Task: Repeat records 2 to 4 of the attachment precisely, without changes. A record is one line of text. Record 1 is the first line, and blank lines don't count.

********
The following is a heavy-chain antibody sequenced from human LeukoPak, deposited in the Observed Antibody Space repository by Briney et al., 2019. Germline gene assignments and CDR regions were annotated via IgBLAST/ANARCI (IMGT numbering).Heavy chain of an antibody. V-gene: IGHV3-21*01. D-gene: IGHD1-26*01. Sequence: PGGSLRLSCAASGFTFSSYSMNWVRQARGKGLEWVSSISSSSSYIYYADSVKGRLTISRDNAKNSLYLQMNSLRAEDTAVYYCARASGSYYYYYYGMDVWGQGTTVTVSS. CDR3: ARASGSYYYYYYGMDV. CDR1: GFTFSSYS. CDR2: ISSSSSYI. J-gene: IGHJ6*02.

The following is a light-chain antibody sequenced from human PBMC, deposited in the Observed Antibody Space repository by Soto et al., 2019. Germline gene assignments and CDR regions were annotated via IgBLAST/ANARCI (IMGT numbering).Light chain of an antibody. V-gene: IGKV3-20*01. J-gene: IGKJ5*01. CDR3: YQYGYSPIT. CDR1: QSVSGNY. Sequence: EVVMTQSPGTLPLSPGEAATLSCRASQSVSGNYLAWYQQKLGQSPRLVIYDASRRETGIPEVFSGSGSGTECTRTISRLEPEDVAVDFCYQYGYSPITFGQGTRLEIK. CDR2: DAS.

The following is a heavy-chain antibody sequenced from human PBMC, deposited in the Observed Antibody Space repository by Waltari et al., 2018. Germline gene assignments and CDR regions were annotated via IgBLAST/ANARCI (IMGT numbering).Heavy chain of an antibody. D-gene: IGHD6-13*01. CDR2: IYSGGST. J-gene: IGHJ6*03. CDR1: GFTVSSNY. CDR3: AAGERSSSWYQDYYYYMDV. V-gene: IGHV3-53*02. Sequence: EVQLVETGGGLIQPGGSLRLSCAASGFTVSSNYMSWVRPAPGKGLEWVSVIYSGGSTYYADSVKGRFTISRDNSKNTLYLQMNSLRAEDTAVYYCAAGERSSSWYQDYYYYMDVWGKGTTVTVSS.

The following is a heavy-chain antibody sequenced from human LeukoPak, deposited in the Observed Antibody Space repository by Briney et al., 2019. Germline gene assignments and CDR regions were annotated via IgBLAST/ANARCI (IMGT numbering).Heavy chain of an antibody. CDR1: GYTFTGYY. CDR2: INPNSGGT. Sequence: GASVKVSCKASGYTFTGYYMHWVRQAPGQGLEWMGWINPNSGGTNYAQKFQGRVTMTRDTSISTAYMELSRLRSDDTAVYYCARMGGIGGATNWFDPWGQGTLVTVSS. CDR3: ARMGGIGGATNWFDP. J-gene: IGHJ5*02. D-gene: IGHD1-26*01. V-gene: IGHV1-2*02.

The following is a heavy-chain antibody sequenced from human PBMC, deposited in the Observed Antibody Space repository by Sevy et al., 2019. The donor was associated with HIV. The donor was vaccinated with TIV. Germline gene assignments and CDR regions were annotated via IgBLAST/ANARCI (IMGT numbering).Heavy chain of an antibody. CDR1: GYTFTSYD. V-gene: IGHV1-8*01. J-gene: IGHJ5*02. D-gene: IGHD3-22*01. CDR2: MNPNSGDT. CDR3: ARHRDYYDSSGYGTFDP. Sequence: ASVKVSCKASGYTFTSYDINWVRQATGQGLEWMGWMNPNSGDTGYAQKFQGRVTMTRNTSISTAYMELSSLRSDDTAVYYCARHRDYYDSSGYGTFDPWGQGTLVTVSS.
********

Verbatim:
The following is a light-chain antibody sequenced from human PBMC, deposited in the Observed Antibody Space repository by Soto et al., 2019. Germline gene assignments and CDR regions were annotated via IgBLAST/ANARCI (IMGT numbering).Light chain of an antibody. V-gene: IGKV3-20*01. J-gene: IGKJ5*01. CDR3: YQYGYSPIT. CDR1: QSVSGNY. Sequence: EVVMTQSPGTLPLSPGEAATLSCRASQSVSGNYLAWYQQKLGQSPRLVIYDASRRETGIPEVFSGSGSGTECTRTISRLEPEDVAVDFCYQYGYSPITFGQGTRLEIK. CDR2: DAS.

The following is a heavy-chain antibody sequenced from human PBMC, deposited in the Observed Antibody Space repository by Waltari et al., 2018. Germline gene assignments and CDR regions were annotated via IgBLAST/ANARCI (IMGT numbering).Heavy chain of an antibody. D-gene: IGHD6-13*01. CDR2: IYSGGST. J-gene: IGHJ6*03. CDR1: GFTVSSNY. CDR3: AAGERSSSWYQDYYYYMDV. V-gene: IGHV3-53*02. Sequence: EVQLVETGGGLIQPGGSLRLSCAASGFTVSSNYMSWVRPAPGKGLEWVSVIYSGGSTYYADSVKGRFTISRDNSKNTLYLQMNSLRAEDTAVYYCAAGERSSSWYQDYYYYMDVWGKGTTVTVSS.

The following is a heavy-chain antibody sequenced from human LeukoPak, deposited in the Observed Antibody Space repository by Briney et al., 2019. Germline gene assignments and CDR regions were annotated via IgBLAST/ANARCI (IMGT numbering).Heavy chain of an antibody. CDR1: GYTFTGYY. CDR2: INPNSGGT. Sequence: GASVKVSCKASGYTFTGYYMHWVRQAPGQGLEWMGWINPNSGGTNYAQKFQGRVTMTRDTSISTAYMELSRLRSDDTAVYYCARMGGIGGATNWFDPWGQGTLVTVSS. CDR3: ARMGGIGGATNWFDP. J-gene: IGHJ5*02. D-gene: IGHD1-26*01. V-gene: IGHV1-2*02.